But why is this important? In a quantum system having two entangled qubits, the computer need only look at one of the qubit to deduce the value of the other entangled qubit. In classic computing the computer needs to look at each bit to deduce their values. The implication of this becomes even more apparent when you increase the number of qubits, the correlations grow exponentially –  “to describe a system of 300 qubits you’d already need more numbers than there are atoms in the visible universe.” Because quantum computers try all possibilities at the same time, they are able to solve problems that are difficult for current computers. Not only are they able to solve difficult problems, but they do it fast, real fast. According to a recent story in wired.co.uk “Last year, a team of Google and Nasa scientists found a D-Wave quantum computer was 100 million times faster than a conventional computer.” This kind of computing power promises to solve some of our most intractable scientific problems.

The promise of quantum computing

Harnessing “quantum peculiarit[ies] allows the computer to find patterns in huge data sets very quickly” this has great promise for solving some of our most challenging problems such as medical research and cancer treatment, climate change research, material science – in search of new exotic materials, deep space exploration, creation of new devices, and a myriad of inventions that we cannot currently conceive of.

Some of the most promising research is coming out of Google, IBM, Microsoft, and NASA. NASA’s Quantum Artificial Intelligence Laboratory (QuAIL) is leveraging D-Wave’s quantum computer, a Canadian firm based out of British Columbia, to solve difficult optimisation problems, quantum AI algorithms, and a host of other interesting research that will have implications on our day-to-day lives. Some of this early research provides a glimpse into what is possible with quantum computing.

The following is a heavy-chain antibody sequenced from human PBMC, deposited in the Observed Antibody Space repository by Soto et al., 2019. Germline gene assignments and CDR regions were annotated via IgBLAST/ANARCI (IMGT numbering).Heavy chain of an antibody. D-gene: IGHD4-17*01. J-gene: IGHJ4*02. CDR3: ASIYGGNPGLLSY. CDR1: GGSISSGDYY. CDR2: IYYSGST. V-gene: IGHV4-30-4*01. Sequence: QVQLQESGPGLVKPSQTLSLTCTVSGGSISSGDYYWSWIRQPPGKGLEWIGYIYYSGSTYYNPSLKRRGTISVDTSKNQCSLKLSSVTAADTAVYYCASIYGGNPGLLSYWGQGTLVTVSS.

Though the future promise of quantum computing is bright, it also expose weaknesses in the way we currently secure information. Current security systems such as SSL, HTTPS, etc are based largely on number theories and prime factorization. The main mathematical challenge in breaking current cryptographic codes is the factoring of very large numbers. This is very difficult for classic computers as it has to try billions upon billions of combinations after combinations. Thus it’s relatively secure given current computing capabilities. According to The New Yorker “it took about two years on hundreds of computers to unlock a single instance of the RSA-768 algorithm, which, as its name suggests, requires a key that is seven hundred and sixty-eight bits long.” A quantum computer on the other hand, would make relatively short work of this – thus it poses challenges to current security regimes. To head off the threats of quantum computers to present security systems

“Cryptologist at the CSE (Canada’s Communications Security 
Establishment) and around the world are racing against time, 
said Greta Bossenmaier, CSE chief, to develop a new cryptographic 
standard before what has been called Y2Q or years to quantum, 
which is predicted to be around 2026. The CSE is Canada’s 
primary security agency.”


We are starting to see crypto systems being built based on quantum ideas such as Quantum Key Distribution that uses quantum mechanics to build keys, rather than relying on hard mathematics.

It’s hard to predict when Y2Q will be upon us, but research and development in this area is progressing in quantum leaps and bounds. We expect to see solutions to some of our most intractable problems, discovery of new materials, exploration of deep space, and a myriad of new discoveries. Quantum computing promises to open up unimaginable possibilities, and a greater understanding of our world. This is no longer science fiction, the future is now.